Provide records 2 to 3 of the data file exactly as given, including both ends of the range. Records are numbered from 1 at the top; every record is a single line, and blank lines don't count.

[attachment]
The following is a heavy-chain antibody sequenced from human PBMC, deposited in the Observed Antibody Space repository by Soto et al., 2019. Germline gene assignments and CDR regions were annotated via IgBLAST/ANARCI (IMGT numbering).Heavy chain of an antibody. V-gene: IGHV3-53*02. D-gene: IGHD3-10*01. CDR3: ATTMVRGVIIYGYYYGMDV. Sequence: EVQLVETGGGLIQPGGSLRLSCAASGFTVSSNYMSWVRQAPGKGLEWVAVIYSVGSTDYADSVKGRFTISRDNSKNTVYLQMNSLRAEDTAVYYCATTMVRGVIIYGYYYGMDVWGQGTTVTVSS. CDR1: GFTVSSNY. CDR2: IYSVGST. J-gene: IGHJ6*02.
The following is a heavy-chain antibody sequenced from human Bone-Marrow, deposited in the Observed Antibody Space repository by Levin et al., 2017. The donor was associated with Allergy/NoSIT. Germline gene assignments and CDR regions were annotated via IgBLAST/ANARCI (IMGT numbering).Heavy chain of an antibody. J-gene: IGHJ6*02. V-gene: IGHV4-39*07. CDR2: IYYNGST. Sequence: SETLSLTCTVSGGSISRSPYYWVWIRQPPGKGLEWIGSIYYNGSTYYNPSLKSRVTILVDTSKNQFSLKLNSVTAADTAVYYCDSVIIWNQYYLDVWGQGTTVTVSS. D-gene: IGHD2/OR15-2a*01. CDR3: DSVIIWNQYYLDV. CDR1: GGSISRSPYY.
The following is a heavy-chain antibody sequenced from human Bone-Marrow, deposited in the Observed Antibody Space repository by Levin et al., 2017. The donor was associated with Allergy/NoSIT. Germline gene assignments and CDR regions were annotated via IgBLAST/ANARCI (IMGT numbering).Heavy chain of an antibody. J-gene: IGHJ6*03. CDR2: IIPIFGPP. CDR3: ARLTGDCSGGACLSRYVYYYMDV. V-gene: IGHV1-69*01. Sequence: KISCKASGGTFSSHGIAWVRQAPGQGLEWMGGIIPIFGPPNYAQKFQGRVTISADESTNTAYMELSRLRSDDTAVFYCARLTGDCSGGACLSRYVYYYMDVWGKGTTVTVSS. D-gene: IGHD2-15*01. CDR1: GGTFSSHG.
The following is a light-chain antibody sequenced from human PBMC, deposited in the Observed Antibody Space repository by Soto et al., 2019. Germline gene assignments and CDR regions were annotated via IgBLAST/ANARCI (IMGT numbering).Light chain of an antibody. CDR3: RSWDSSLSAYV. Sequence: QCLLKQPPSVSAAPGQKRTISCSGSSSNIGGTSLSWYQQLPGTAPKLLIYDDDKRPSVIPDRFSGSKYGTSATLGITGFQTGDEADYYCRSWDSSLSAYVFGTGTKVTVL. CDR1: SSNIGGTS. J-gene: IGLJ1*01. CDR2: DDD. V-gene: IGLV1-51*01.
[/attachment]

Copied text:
The following is a heavy-chain antibody sequenced from human Bone-Marrow, deposited in the Observed Antibody Space repository by Levin et al., 2017. The donor was associated with Allergy/NoSIT. Germline gene assignments and CDR regions were annotated via IgBLAST/ANARCI (IMGT numbering).Heavy chain of an antibody. J-gene: IGHJ6*02. V-gene: IGHV4-39*07. CDR2: IYYNGST. Sequence: SETLSLTCTVSGGSISRSPYYWVWIRQPPGKGLEWIGSIYYNGSTYYNPSLKSRVTILVDTSKNQFSLKLNSVTAADTAVYYCDSVIIWNQYYLDVWGQGTTVTVSS. D-gene: IGHD2/OR15-2a*01. CDR3: DSVIIWNQYYLDV. CDR1: GGSISRSPYY.
The following is a heavy-chain antibody sequenced from human Bone-Marrow, deposited in the Observed Antibody Space repository by Levin et al., 2017. The donor was associated with Allergy/NoSIT. Germline gene assignments and CDR regions were annotated via IgBLAST/ANARCI (IMGT numbering).Heavy chain of an antibody. J-gene: IGHJ6*03. CDR2: IIPIFGPP. CDR3: ARLTGDCSGGACLSRYVYYYMDV. V-gene: IGHV1-69*01. Sequence: KISCKASGGTFSSHGIAWVRQAPGQGLEWMGGIIPIFGPPNYAQKFQGRVTISADESTNTAYMELSRLRSDDTAVFYCARLTGDCSGGACLSRYVYYYMDVWGKGTTVTVSS. D-gene: IGHD2-15*01. CDR1: GGTFSSHG.